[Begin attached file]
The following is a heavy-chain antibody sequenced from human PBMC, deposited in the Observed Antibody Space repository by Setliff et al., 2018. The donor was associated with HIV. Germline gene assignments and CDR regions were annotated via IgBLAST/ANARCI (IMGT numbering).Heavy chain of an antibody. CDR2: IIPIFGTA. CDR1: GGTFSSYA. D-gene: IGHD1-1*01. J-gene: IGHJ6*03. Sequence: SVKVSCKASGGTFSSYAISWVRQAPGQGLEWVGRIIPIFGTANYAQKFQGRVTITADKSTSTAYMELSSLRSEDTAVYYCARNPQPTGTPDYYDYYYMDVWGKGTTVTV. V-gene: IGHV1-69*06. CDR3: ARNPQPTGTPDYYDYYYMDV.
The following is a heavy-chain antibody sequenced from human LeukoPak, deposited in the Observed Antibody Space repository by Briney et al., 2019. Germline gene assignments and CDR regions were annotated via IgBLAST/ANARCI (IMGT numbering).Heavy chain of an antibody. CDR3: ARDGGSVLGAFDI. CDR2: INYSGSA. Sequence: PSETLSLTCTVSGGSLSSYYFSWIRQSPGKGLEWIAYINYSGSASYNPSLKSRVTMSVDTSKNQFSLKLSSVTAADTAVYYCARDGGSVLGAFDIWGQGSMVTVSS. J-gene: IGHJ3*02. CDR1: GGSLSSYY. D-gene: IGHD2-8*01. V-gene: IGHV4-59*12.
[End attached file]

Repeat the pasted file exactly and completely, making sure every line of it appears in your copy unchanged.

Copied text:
The following is a heavy-chain antibody sequenced from human PBMC, deposited in the Observed Antibody Space repository by Setliff et al., 2018. The donor was associated with HIV. Germline gene assignments and CDR regions were annotated via IgBLAST/ANARCI (IMGT numbering).Heavy chain of an antibody. CDR2: IIPIFGTA. CDR1: GGTFSSYA. D-gene: IGHD1-1*01. J-gene: IGHJ6*03. Sequence: SVKVSCKASGGTFSSYAISWVRQAPGQGLEWVGRIIPIFGTANYAQKFQGRVTITADKSTSTAYMELSSLRSEDTAVYYCARNPQPTGTPDYYDYYYMDVWGKGTTVTV. V-gene: IGHV1-69*06. CDR3: ARNPQPTGTPDYYDYYYMDV.
The following is a heavy-chain antibody sequenced from human LeukoPak, deposited in the Observed Antibody Space repository by Briney et al., 2019. Germline gene assignments and CDR regions were annotated via IgBLAST/ANARCI (IMGT numbering).Heavy chain of an antibody. CDR3: ARDGGSVLGAFDI. CDR2: INYSGSA. Sequence: PSETLSLTCTVSGGSLSSYYFSWIRQSPGKGLEWIAYINYSGSASYNPSLKSRVTMSVDTSKNQFSLKLSSVTAADTAVYYCARDGGSVLGAFDIWGQGSMVTVSS. J-gene: IGHJ3*02. CDR1: GGSLSSYY. D-gene: IGHD2-8*01. V-gene: IGHV4-59*12.